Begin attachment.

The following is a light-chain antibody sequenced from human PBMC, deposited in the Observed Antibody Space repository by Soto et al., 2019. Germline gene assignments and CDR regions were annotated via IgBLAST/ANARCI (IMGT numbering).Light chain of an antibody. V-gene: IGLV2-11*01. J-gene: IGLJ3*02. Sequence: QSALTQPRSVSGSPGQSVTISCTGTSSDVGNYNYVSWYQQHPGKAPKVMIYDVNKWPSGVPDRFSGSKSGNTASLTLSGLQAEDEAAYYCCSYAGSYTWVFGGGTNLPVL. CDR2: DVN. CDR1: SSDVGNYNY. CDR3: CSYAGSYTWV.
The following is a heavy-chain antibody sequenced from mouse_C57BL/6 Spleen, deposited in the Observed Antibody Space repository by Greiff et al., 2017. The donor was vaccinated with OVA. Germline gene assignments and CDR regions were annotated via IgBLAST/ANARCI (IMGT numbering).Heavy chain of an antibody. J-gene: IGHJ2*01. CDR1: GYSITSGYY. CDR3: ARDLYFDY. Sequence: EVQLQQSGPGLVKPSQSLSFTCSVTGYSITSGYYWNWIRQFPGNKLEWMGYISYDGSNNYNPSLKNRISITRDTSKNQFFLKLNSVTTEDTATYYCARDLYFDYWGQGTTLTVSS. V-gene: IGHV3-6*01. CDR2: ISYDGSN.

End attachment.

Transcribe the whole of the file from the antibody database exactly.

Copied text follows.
The following is a light-chain antibody sequenced from human PBMC, deposited in the Observed Antibody Space repository by Soto et al., 2019. Germline gene assignments and CDR regions were annotated via IgBLAST/ANARCI (IMGT numbering).Light chain of an antibody. V-gene: IGLV2-11*01. J-gene: IGLJ3*02. Sequence: QSALTQPRSVSGSPGQSVTISCTGTSSDVGNYNYVSWYQQHPGKAPKVMIYDVNKWPSGVPDRFSGSKSGNTASLTLSGLQAEDEAAYYCCSYAGSYTWVFGGGTNLPVL. CDR2: DVN. CDR1: SSDVGNYNY. CDR3: CSYAGSYTWV.
The following is a heavy-chain antibody sequenced from mouse_C57BL/6 Spleen, deposited in the Observed Antibody Space repository by Greiff et al., 2017. The donor was vaccinated with OVA. Germline gene assignments and CDR regions were annotated via IgBLAST/ANARCI (IMGT numbering).Heavy chain of an antibody. J-gene: IGHJ2*01. CDR1: GYSITSGYY. CDR3: ARDLYFDY. Sequence: EVQLQQSGPGLVKPSQSLSFTCSVTGYSITSGYYWNWIRQFPGNKLEWMGYISYDGSNNYNPSLKNRISITRDTSKNQFFLKLNSVTTEDTATYYCARDLYFDYWGQGTTLTVSS. V-gene: IGHV3-6*01. CDR2: ISYDGSN.